There have been repeated efforts to address the concerns and these have resulted in modest improvements in procedures and harmonisation of working methods. Efforts to achieve more sweeping changes have tended to fail. For instance, former UN Secretary-General Kofi Annan got nowhere with his call for the eventual transition to a single state report that would meet a state’s responsibilities to all treaty bodies. That idea was rejected by stakeholders, who feared that rights-holders such as children and women would be rendered invisible in a single homogenised report. In 2005, Louise Arbour proposed the unification of the various committees into a single unified treaty body. Her idea went nowhere. The need for a root and branches overhaul of the system did not, however, go away. Most recently, the current High Commissioner, Navi Pillay, has called for proposals which could enable the system to be more rational, coherent, coordinated and effective.
In response to her call, on 19 November 2009, a group of 35 serving or former members of the treaty bodies issued, the ‘Dublin Statement on the Strengthening of the UN Human Rights Treaty Body System’. Signatories include members or former members of all the treaty bodies and come from all geographical regions of the world. The initiative was organised by the University of Nottingham Human Rights Law Centre, with the financial support of the Irish Government. You can download the statement at: www.nottingham.ac.uk/hrlc/documents/specialevents/dublinstatement.pdf.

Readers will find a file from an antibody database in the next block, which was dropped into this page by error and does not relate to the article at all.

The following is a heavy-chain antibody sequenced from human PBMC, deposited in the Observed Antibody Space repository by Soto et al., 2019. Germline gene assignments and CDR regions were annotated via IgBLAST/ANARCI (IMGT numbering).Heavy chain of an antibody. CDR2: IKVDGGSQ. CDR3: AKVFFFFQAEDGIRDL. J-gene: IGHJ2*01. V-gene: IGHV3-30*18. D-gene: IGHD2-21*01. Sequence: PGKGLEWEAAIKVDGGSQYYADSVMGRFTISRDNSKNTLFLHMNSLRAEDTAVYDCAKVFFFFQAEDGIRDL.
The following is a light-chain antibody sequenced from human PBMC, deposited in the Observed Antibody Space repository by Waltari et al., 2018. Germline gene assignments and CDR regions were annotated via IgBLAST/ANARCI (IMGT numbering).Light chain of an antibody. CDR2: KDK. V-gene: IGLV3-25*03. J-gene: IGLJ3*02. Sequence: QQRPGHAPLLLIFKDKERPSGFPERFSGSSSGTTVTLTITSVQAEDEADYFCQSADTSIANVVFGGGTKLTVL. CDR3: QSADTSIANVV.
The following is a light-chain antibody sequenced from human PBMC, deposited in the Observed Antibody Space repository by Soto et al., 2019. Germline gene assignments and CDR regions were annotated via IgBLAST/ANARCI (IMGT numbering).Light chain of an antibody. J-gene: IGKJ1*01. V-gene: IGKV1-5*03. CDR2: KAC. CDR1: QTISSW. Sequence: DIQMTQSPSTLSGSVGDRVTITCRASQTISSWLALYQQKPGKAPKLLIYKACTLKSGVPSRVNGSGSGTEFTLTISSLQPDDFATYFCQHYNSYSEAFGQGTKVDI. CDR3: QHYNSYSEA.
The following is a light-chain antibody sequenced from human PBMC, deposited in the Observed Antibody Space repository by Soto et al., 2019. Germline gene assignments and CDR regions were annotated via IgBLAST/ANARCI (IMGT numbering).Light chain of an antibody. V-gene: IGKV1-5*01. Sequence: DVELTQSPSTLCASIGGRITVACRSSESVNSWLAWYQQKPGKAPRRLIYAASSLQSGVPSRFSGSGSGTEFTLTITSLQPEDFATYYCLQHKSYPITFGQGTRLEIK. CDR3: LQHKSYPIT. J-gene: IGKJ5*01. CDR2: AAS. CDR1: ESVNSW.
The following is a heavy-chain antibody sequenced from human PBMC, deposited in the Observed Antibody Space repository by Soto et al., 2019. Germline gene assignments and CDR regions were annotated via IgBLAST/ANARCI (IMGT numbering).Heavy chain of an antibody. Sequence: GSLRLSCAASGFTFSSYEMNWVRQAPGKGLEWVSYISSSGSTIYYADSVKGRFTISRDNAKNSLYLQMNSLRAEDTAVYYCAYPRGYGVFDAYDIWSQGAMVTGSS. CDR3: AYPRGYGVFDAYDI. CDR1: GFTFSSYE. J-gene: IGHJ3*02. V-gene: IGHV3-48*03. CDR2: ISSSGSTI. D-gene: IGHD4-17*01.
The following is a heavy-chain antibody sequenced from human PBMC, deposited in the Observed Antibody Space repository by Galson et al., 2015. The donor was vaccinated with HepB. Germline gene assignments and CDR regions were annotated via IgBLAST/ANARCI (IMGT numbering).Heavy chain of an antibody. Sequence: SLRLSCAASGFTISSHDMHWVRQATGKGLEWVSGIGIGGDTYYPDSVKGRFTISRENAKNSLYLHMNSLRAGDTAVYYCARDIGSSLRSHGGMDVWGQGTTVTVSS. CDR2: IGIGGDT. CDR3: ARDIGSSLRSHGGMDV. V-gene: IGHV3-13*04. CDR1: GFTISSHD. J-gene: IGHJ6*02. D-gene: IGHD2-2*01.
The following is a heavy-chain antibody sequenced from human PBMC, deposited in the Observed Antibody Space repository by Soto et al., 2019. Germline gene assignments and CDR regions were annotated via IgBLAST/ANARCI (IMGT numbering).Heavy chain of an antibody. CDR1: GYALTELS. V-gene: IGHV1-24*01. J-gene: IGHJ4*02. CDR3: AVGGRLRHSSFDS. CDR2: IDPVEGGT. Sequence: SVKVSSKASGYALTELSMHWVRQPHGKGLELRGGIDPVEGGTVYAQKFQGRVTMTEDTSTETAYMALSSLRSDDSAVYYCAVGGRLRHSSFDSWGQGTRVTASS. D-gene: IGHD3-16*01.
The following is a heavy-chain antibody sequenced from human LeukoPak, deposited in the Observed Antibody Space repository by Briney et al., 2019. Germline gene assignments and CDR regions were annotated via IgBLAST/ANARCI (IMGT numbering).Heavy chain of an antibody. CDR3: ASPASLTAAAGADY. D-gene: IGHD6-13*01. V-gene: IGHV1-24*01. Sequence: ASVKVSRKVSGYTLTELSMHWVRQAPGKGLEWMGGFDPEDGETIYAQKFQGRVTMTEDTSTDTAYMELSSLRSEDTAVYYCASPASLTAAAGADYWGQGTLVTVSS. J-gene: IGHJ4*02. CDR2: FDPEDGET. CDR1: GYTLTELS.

The publication of the Dublin Statement was in recognition that the High Commissioner has opened an opportunity for a newly invigorated policy-level process of reflection and action. The statement does not present detailed solutions or specific reform outcomes. Instead it is intended as a recapitulation of the elements necessary for an effective process of reform, marking out what its authors consider to be key parameters, objectives and methods for such a programme. The statement seeks to identify what might be termed a ‘road-map’ for a reform that abides by identified standards of good practice. In identifying each of the elements of the road-map, the statement distils lessons from previous reform efforts and initiatives. This exercise can be illustrated with just a few examples: